Creating a personal budget is one of the most effective ways to meet your financial goals, stay out of debt, save for a home and avoid cramping your style because of poor cash flow. While many people just starting out create household budgets, they don’t always stick to them, in part because of a lack of monitoring and control. Using a few simple techniques, you can stay in control of your spending without having to live like church mice.
Create a Household Budget
Create a realistic budget using last year’s financial records to guide you. Your monthly bank and credit card statements are a good start. Keep copies of your income tax returns, Forms W-2 or Forms 1099, and investment summaries handy. Break your expenses into those that are necessary, such as rent, loan payments and utilities, and discretionary expenses, such as dining out, movies and gym memberships. Enter your anticipated expenses for each month using last year’s records. Enter your expected monthly income and subtract your expenses each month to see if you can pay your bills. If not, start trimming your discretionary expenses. If you have money left over, divide that money into savings categories such as retirement account, home down payment, emergency fund, vacation or debt reduction.
Create a Cash Flow Report
Once you’ve created your annual budget, determine the timing of your payments and income. For example, you might put an insurance payment in your January column, but if you put that on a credit card, you won’t use cash to pay that expense in January. You might earn $3,000 from contract work in February, but the client might not have to pay you until March. Make a copy of your budget document and put the actual monthly amounts you’ll pay and exact income that will hit your bank account each month into your monthly columns. This will help you control your spending based on your cash needs.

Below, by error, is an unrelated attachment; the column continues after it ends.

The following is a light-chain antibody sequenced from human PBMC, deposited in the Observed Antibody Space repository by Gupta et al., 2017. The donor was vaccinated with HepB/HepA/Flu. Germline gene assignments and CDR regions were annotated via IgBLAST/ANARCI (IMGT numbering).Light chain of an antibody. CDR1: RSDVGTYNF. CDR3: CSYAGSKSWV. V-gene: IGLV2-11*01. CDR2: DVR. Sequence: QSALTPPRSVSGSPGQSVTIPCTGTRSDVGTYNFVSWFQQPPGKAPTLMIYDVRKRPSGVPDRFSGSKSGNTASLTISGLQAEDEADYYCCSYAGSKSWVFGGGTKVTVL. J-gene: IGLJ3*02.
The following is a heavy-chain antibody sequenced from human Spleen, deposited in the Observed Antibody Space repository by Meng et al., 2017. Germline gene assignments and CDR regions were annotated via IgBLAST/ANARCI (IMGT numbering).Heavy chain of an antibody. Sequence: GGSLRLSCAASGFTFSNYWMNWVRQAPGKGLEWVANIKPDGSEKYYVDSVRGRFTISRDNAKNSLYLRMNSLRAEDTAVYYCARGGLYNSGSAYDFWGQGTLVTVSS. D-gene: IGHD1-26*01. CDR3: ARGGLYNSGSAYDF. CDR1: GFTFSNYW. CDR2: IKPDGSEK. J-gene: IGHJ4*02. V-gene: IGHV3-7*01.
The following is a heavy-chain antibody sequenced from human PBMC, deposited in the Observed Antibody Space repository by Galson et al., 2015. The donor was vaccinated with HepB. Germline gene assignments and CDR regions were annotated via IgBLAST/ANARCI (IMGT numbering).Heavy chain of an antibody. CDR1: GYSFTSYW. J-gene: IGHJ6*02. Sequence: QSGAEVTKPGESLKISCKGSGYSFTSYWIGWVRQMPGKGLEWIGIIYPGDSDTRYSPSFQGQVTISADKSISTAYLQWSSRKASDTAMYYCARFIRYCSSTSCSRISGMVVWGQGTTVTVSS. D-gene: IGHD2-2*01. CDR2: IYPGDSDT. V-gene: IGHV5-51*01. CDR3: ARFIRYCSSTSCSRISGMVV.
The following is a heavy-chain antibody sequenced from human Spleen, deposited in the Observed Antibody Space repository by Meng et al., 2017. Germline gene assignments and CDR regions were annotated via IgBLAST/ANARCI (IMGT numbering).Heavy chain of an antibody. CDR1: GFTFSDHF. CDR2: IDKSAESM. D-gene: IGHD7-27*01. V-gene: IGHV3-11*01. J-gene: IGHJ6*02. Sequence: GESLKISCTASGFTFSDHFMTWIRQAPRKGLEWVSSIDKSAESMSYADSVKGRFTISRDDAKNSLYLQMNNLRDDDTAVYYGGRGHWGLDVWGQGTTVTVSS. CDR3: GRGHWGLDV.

Use a variety of formulas that will alert you to your projected annual progress as you enter expenses and income. At the end of your monthly columns, create an “Average” column that shows your average monthly spending, and a “Projected Annual” column that lets you see what you will spend on specific categories if you keep spending at your current level. You’re more likely to control your spending if you see that dinner and a movie twice a month will end up costing roughly $1,500 when you factor in credit card interest. Use percentage formulas to control your spending and savings. For example, limit your monthly college fund or vacation contribution to a percentage of your monthly net income, rather than saving a set amount each month.
Create Net Worth Formulas
Just because you’re reducing credit card debt doesn’t mean your financial situation is improving. Create an area of your budget that updates all of your assets and debt each month and compares your current net worth to last year’s. You might find that while you’ve paid off $5,000 in credit card debt your spending has reduced your savings by $7,000, leaving you $2,000 further in debt.
Update Your Budget
Your budget is only as good as the information that goes into it. Entering your expenses -- even small ones -- lets you see if you’re hitting your goals. For example, enter every dime you spend on dining out each week, even if it’s a $4 cup of morning coffee, $7 lunch or $12 dinner you put on your plastic. If the two of you don’t record those three expenses just one day each week, you won’t realize you’re spending more than $2,500 each year doing that.
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